20 July 2011


When it comes to personal care, we tend to be particularly picky, and once we have found a skilled individual we trust, we usually stay very loyal - no miles incentive needed. People are willing to drive to another city for the annual check-up with their family doctor, or, as in my case, plan a dentist appointment for when they visit the old home overseas.

But there are some things that just can't wait, and with the photo session for my new passport imminent, I found myself in need of a haircut. Finding a barbershop is not difficult: The galeria de tiendas next to our Santiago office counts at least a dozen of them. Walking past them, though, I became a victim of choice overload: Should I opt for the dimly lit discount store? The young and hip salon with the girls in heels and skirts? Or the chain franchise that also offers nail care and, gulp, waxing?

As I was roaming the alleys, I ran into a Kiwi and a German workmate, both of whom have been living in Chile for many years. Over a beer, I introduced them to my dilemma. They were not helpful. "Do you know that all it takes to become a barber in this country is to pick up a pair of scissors?" said one. "I'd wait until I was back in Canada" added the other. And had I ever thought about keeping my hair in braids? Ah, how good it is to get local scoop.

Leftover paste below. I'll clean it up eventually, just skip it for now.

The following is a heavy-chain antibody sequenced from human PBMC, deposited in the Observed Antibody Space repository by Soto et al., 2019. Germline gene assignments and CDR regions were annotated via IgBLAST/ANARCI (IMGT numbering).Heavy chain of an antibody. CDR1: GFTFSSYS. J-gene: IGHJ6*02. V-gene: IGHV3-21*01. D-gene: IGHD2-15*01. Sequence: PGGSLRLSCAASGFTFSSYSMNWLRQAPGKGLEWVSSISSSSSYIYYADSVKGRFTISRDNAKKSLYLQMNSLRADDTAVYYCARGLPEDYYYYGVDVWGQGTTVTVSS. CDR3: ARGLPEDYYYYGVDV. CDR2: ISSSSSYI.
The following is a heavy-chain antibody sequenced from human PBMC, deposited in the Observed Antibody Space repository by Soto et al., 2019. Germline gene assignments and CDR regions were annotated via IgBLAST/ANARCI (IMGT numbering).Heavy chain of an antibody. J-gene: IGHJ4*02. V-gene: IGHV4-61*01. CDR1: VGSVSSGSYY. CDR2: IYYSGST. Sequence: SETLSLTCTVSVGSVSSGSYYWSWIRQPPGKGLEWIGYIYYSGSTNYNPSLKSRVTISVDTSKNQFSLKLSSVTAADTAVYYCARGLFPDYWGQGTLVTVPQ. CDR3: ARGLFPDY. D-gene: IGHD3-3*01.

Slightly annoyed, and emboldened by the caña, I got up and walked straight into the next best barber's, where I was welcomed by a friendly and seemingly down-to-earth woman. As she directed me to a rather basic stool, I could not help but notice that she was pregnant. I took it as a good omen, since she clearly had enough returning customers to give her the confidence of starting a family. And then came the question I had dreaded: ¿Cómo cortamos?

Short, was my answer, in both senses of the word, for the elaborate vocabulary of a Spanish figaro was far beyond my capabilities. But the scissors-wielding lady acknowledged with a smile, and started chopping away. Only minutes later, a substantial amount of hair had migrated from my head down into my shirt, and a mirror was put behind my head to showcase the craftsmanship applied. It left no doubt: This was very much a corte!

As I tipped my new hairdresser, it occured to me that her child will almost be a teenager by the time her masterpiece will expire along with my new passport. And no matter how short she cut, by then I will be wishing to have this much hair left!

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